Sign up

Renting vs. Buying in Calgary

Across Canada, signs indicate a buyer’s market exists in real estate. This includes the volume of home sales in April of this year reaching a seven-year low for the month and stagnating home prices in most markets - including Calgary, according to the Canadian Real Estate Association.  However, purchasing a home hasn’t exactly become easy for prospective buyers, which brings the option of renting to the forefront. So, is it better to rent or to buy in Calgary?

When it comes to renting, a common criticism is the loss of money as renters aren’t building equity in their home and housing costs will never go down. On the other hand, a renter’s costs can be much cheaper than the costs of owning a comparable home because their wealth can be built by investing what they’re saving in property tax and home insurance. So how does one decide whether to rent or to buy? Ultimately, it depends on the market you live in and your personal situation.

While housing affordability in Canada’s most expensive market, Vancouver, currently sees 88 percent of the average household income required to buy a home, a market such as Calgary is less than half of that and below the national average of 48 percent. The downtrodden provincial economy has been a fixture in Calgary for a number of years, but with the province lurching its way out of this slump, the real estate market isn’t looking quite as bleak, especially when compared to other larger markets in Canada. In 2017, only a fifth of Calgary neighborhoods saw a one-year price decrease, a decrease from a quarter of communities in 2016. 

The Calgary housing market is currently settling into a sort of “new normal,” a term used by the Calgary Real Estate Board, as the market is stunted for certain groups, such as millennials, by as much as $40,000. But others see it as a situation adjusting to a new plateau where housing prices are stagnant and not falling, stable demand is met with consistent supply, and wages are recovering from the decline. Another key factor of Calgary’s flattening housing prices is the prolonged recovery from oil prices, which dipped below $40 a barrel in 2015, as well as a loss of over 6,000 residents the following year. The recovery continues, with downtown office vacancy still over 25 percent.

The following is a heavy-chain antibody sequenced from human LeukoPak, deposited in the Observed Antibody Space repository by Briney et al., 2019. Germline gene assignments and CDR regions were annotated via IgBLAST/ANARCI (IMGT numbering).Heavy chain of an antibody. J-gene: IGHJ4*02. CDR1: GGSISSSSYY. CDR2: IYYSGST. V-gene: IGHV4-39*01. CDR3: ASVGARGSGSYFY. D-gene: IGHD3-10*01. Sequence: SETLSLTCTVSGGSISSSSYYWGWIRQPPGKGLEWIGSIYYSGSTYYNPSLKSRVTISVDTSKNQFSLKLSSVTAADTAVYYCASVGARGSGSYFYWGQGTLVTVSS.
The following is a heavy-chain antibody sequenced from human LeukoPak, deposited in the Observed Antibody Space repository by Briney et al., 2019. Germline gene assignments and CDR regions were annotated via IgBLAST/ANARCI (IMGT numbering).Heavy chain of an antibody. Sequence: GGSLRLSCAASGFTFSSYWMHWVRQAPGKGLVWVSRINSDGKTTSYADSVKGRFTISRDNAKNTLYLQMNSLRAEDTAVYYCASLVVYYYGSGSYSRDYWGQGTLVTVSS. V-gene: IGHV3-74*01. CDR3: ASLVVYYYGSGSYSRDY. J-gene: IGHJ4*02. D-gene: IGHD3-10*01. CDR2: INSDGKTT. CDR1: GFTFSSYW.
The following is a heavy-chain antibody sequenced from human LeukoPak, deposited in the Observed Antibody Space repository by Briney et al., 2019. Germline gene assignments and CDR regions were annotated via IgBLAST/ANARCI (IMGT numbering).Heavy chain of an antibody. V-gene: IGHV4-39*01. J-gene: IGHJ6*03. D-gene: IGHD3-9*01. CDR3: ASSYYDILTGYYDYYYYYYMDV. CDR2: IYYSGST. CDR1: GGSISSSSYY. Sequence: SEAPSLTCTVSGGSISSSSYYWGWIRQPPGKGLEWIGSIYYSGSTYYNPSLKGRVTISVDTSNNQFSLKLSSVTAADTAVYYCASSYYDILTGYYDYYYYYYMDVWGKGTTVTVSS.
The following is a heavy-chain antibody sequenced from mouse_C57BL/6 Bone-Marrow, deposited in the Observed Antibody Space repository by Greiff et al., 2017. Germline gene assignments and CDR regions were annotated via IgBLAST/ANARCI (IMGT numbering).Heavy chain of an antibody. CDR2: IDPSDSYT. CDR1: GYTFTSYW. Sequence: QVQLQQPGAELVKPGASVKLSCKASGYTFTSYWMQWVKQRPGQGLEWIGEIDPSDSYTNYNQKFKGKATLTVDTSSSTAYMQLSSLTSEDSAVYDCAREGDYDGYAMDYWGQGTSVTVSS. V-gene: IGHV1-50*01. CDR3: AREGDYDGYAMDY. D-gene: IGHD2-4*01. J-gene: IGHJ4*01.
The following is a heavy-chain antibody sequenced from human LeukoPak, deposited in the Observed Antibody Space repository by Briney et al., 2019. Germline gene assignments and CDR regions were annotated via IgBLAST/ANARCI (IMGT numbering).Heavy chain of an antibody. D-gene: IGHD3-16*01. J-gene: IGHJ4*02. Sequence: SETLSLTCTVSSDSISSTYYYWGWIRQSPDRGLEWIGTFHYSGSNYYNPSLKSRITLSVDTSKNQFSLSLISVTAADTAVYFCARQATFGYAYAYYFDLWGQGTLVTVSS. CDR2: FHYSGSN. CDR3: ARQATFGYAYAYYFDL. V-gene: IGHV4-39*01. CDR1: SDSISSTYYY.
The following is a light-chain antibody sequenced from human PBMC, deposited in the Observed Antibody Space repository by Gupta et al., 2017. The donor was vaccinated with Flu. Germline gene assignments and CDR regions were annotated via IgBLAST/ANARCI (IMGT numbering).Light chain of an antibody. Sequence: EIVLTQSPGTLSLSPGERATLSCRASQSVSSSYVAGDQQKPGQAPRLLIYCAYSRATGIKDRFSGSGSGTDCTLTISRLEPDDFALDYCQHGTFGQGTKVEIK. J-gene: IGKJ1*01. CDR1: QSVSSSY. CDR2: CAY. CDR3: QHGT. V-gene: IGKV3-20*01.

BILD Calgary Region, the voice of the industry and an advocate of affordability, believes it’s an ideal time to buy a home in Calgary. When comparing these buyer-friendly numbers with renting, the Calgary market begins to have a clearer answer to the ‘rent vs. buy’ question. During this time of economic recovery, lease rates at dedicated rental properties have seen a major hike, with high-rise rentals, in particular, jumping to 96 percent, up from the 83 percent recorded in 2017. 

Another strong checkmark for the ‘buy’ column is delivered when considering the diverse options when it comes to neighborhoods in the city, with current average home prices set at $557,493. In the 2016 Canadian Home Buyer Preference National Study done by the Canadian Home Builders’ Association, the majority of new homeowners were identified as peak millennials looking for two-storey, single detached homes - and a treasure trove can be found in both inner and outer Calgarian suburbs. Whether it’s a family home in older Hunting Hills (located in the northwest, average price: $407,123) or emerging Auburn Bay (located in the southeast, average price $570,576), it appears to be a very friendly time to buy in the affordable Calgary market and be a part of the revitalized energy in real estate.

BILD Calgary Region is the respected voice of the building industry, encouraging effective policy and regulations for building great cities in our region - now, and in the future. For more information, visit or connect with Bild on Twitter and Instagram @BILDCR or on Facebook.

Calgary’s Child Magazine © 2024 Calgary’s Child